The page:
The Art of Richard MacDonald
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THE PARADOX OF AN ARTIST'S LIFE IS THAT THEY ARE BOTH INDEPENDENT OF TIME, AND DEEPLY CONNECTED TO THE TIMES IN WHICH THEY LIVE.
In the vast confusion of life with its myriad influences and rapid flow of events, it is almost impossible to see the big shapes of history forming around us-we are too close to it, and too preoccupied. Artists are like those who stand on a hill, with an elevated perspective and a far-reaching view. From this vantage point they can see the greater sweep of our times, and "report back to us". The wonder of art is that this exchange is largely an unconscious one-artists exercise their heightened perception and filter their impressions back to us, and in this we can see the times we live in with greater clarity. Artists who are accorded the privilege of long, active life do this to a far greater degree than others and leave a more lasting impression on history. Artists are shaping the age they live in, as they record what they see, feel, and experience. Think about the Renaissance in Italy. Raphael depicted a man-centered order with his use of linear perspective, and through his iconic image of the "The School of Athens" we read volumes about the beliefs and values of his time. He lived the Renaissance--in all its glorious complexity--and he distilled it into an image for us to ponder half a millennium later.
We don't always recognize the Raphael's amongst us, but in the case of Richard MacDonald, we see the rich legacy of a long and productive creative achievement. Excellence and innovation have marked his career since the early 70's, and with his intuitive sense of the times, he has reflected a vision of ourselves. Richard MacDonald has not been a recorder of events: he has been (and is) a chronicler of our emotions.
The true artists among us are soaking up the atmosphere of our lives as they live it alongside us, and what is created spontaneously can, in the best of them, show us truths that we cannot see in the hubbub of daily life. Richard MacDonald's particular gift has been to show us the unique beauty of the human form and the ways it can express the most vital aspects of our humanity. He has honed and worked this gift until it has a polish and facility that is breath-taking-this is not the work of a brief apprenticeship-no "flash in the pan"-but a deep and developed contribution.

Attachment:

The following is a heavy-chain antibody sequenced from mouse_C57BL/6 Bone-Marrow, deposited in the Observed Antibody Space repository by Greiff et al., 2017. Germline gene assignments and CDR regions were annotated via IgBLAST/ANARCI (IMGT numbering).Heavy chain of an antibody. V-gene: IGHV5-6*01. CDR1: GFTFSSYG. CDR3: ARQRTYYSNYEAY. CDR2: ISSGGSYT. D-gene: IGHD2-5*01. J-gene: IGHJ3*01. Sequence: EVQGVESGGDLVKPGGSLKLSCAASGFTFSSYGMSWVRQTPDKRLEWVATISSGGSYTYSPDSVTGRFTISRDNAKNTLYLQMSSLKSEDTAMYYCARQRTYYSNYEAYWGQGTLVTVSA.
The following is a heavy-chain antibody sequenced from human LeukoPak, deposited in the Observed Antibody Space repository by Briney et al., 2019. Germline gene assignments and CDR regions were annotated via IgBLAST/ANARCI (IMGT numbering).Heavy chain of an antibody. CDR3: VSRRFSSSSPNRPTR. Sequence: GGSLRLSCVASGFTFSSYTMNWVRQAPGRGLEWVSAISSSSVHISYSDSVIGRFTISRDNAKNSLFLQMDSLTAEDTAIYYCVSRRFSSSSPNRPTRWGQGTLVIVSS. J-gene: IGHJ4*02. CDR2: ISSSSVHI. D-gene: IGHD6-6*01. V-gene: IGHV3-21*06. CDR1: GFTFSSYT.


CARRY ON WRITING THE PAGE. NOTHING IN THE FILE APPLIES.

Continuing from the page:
There are few artists who ever achieve this rare state, as it requires success to buoy it along, and dedication on the part of the artist. Richard MacDonald's career reflects both conditions. The twentieth century was a tumultuous time in the arts (as in everything else) and standards of excellence were thrown overboard. Despite this, people have an innate recognition of, and longing for, beauty. We can argue about its definition ad infinitum, but at our core, we know it as we know ourselves. And we need it.
In his 76 years Richard MacDonald has developed his natural gifts with hard work, grit, and perseverance. He has explored the full range of life's experiences and emotions, and expressed them in sculptures, paintings and drawings that celebrate passion, love, loss, longing, and fulfilment. His body of work is a banquet that continues to be spread before us. We see youth and age, union and singularity, struggle, and brief, sparkling moments of triumph. Where is the artist at this point? He is at the height of his expressive power, with a fully developed repertoire of skills and ideas, open to the new as ever, but with his own rich heritage to draw from as well.
We are fortunate to be on this artist's journey with him. A life is a magnificent and unpredictable gift, and we each play a part in shaping the experience of all we encounter on our path. Our paths cross for a purpose. The work of Richard MacDonald's life as it has been given tangible form so far hints at what might be to come, as we press forward into the 21st century together.